Monday, 26 June 2017

Of Dark Backgrounds and Blue-Light Filters, a rant

Me: *adds "Don't recommend f.lux" to a post requesting dark themes*
Everyone: *recommends a whole bunch of things that are basically f.lux*
Me: *goes on a Twitter rant*

Rather than just embedding the tweets, I'm going to try to expand them a bit. So, I guess here's the second draft of my rant.

The first thing I have to say is this: If your software has light-background areas that can't be changed, it's not suitable for people who need dark backgrounds. This usually means toolbar and menu backgrounds, but there are some applications where the main text area can't be changed. If someone has changed to a dark-background theme, they did it for a reason and it's highly unlikely that the reason will just evaporate because you (the developer) told them your application needed to be used in light background/dark text.

There's also a sub-type of the background colour issue where the program will accept the dark background of an OS (operating system) dark or high contrast theme, but only at the cost of reduced functionality. Some elements might disappear or not display correctly, and in a lot of cases there are entire features that disappear. As an example of this, try setting a high contrast theme in Windows and then opening a spreadsheet that has cell background colours. Guess what you're going to see. I'll give you a clue: what colour did your high contrast theme set as 'background'? I mean, seriously. If changing to a dark/high contrast theme removes functionality, it's also not good enough.

These are serious issues for people with certain eye conditions. I'm photophobic and migrainey (I know there's probably a word for that...), and looking at light-background computer screen content is immediately painful and then migraine-triggering. I cope online by using a selection of Firefox add-ons to force dark backgrounds, and I choose my desktop applications for their ability to conform to my desired colour scheme.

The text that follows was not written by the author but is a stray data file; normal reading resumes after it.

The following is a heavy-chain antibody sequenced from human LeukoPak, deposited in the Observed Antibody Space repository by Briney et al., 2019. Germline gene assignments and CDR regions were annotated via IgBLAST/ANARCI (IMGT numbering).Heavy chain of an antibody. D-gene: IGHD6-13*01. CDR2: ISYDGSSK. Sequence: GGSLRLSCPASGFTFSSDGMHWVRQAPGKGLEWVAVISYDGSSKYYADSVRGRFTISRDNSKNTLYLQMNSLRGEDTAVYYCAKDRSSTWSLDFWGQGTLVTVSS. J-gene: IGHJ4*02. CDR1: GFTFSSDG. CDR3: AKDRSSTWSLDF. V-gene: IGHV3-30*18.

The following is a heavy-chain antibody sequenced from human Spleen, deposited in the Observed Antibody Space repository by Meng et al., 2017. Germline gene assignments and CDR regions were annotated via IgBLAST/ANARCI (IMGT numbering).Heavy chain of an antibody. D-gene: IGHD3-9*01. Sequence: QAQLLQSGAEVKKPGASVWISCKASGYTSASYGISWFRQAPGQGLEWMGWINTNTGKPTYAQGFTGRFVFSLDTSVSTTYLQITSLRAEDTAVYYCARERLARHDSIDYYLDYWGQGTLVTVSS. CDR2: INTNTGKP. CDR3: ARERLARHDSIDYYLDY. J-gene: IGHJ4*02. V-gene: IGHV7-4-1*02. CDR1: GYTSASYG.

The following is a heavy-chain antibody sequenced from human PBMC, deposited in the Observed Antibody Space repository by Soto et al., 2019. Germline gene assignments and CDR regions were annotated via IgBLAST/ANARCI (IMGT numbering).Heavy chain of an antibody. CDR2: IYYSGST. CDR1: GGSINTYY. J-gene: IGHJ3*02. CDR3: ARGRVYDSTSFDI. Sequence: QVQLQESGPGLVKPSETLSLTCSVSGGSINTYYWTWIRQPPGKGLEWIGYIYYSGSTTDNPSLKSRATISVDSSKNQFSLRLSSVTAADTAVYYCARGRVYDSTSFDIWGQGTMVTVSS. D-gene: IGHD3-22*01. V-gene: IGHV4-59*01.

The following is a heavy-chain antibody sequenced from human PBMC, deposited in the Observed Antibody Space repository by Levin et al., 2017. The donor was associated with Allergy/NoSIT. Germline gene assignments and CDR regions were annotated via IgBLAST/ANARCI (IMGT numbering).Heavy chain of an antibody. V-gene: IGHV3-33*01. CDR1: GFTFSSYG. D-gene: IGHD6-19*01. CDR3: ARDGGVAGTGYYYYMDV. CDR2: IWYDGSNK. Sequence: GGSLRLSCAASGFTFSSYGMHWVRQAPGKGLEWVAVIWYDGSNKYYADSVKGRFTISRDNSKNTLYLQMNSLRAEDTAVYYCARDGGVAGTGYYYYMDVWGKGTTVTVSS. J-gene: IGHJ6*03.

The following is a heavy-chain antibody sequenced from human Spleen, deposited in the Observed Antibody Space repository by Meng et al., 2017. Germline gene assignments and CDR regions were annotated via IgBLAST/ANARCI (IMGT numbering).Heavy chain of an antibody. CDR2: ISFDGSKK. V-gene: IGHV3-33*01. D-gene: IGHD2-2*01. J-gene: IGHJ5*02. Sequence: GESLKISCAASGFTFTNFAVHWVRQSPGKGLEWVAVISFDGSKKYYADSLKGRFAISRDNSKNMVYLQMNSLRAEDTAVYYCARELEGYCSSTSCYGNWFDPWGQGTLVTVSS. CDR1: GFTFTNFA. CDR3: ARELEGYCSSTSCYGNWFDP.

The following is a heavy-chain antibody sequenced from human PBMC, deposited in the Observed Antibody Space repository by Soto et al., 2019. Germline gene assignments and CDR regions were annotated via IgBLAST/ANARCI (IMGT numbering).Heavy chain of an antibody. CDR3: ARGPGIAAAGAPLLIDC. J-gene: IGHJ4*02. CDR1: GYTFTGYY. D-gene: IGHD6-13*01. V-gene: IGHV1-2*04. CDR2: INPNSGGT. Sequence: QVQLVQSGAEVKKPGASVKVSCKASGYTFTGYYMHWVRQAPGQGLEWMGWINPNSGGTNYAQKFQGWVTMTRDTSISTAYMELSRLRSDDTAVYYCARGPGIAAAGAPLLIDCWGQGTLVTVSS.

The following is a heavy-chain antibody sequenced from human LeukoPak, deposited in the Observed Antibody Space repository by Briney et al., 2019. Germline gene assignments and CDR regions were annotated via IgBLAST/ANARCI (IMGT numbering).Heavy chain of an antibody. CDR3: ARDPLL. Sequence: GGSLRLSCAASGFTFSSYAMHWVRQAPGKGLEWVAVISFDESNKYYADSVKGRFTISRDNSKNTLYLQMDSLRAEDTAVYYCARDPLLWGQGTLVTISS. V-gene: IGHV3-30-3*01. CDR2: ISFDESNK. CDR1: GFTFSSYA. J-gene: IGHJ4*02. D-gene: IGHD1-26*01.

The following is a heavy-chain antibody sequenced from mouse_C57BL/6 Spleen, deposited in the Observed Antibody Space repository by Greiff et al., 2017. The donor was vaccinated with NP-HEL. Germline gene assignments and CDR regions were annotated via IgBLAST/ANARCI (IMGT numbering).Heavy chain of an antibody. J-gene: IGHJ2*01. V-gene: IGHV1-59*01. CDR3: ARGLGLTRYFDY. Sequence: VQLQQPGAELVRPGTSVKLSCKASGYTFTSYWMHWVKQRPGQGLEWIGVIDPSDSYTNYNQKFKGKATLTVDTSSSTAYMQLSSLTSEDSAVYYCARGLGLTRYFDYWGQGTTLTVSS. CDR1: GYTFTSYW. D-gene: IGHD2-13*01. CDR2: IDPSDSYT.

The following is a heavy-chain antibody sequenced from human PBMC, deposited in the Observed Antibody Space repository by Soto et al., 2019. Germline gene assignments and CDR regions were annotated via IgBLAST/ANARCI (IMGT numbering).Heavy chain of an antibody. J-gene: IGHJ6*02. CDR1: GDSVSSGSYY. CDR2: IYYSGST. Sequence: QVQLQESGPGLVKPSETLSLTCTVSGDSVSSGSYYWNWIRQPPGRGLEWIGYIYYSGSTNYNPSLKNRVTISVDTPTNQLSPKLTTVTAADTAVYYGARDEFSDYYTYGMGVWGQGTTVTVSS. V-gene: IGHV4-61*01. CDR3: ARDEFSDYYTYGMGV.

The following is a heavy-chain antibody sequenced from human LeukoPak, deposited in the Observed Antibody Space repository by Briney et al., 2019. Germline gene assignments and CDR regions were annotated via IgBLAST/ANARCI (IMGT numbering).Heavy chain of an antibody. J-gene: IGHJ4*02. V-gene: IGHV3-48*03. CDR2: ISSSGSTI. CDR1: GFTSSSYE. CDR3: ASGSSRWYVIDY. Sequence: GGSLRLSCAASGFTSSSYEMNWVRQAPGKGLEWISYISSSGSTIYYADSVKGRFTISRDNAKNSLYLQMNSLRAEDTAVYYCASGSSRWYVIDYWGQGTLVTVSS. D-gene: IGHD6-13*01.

Telling me to change to an orange/red background via a blue-light filter isn't going to cut it. I've tried them. Regardless, whenever I (or anyone else I've seen who posts about photophobia/migraines) asks for solutions, it's the same answer. "Just get... [blue-light filter that worked for me]". Well, no. Bright red or yellow light is very nearly as bad for me. When I say 'dark' I mean black or dark grey. (Actually, my very favourite background colour is #060A08, with text of #78B97E. You wanted to know that, right? PS: if you're on my blog, you're probably looking at those colours right now.)

Now, this isn't a universal problem, or one of scale. Although many big-name projects have major problems with backgrounds (including a couple of popular fiction-writing programs and just about every kind of spreadsheet program), the other end of the scale can actually be better. There are projects with only one or two developers who do a great job of either having really simple theming or letting the OS decide the appearance of the window. Some of my favourite programs that handle this nicely are FocusWriter and CherryTree — both, as far as I know, single-developer projects. My most-used program, Zim Desktop Wiki, has a couple of issues on Windows, but at least I can choose whatever theme I like from the GTK2 archive.
For your visual pleasure, my beautiful Zim Desktop Wiki, with GTK2 theme. It's called 'Darkmint' by the way.
So, the open source community can manage to write software I can use. From what I've seen browsing the code, it may actually be EASIER. Many (most?) programming languages have features to allow the OS to style the window. To get around them, you have to hard-code stuff. That means building the colours and images right into the program itself, which is both tedious and annoying, to say nothing of how hard it is to change anything later on. If you have any web-development experience, that's like using tables and inline styling when you could have had divs and a separate CSS file.

Yep, I make the best comparisons.

Anyway, what the programming bit means is that if you're in charge of one of those unfriendly-to-photophobes software projects, you're doing it wrong. If you'd used the built-in features for making programs conform to the OS theme, you could have saved work, made your code easier to maintain AND made it easier for people like me to use your software. From where I'm sitting,that seems like it should be a good idea, not a bad one.

Okay, now that I've turned a few Tweets into an 800+ word blog post, that's definitely enough of a rant. If the software companies are right, nobody cares much about this and I'm wasting my time writing about it, but... I mean, you have to start somewhere, right?

Here's the bottom line:

Software companies, do your own damn work! Don't just try to out-source it to blue-light filters. Dark backgrounds are needed, so please start allowing for them. As I said earlier, it might even make your job easier.

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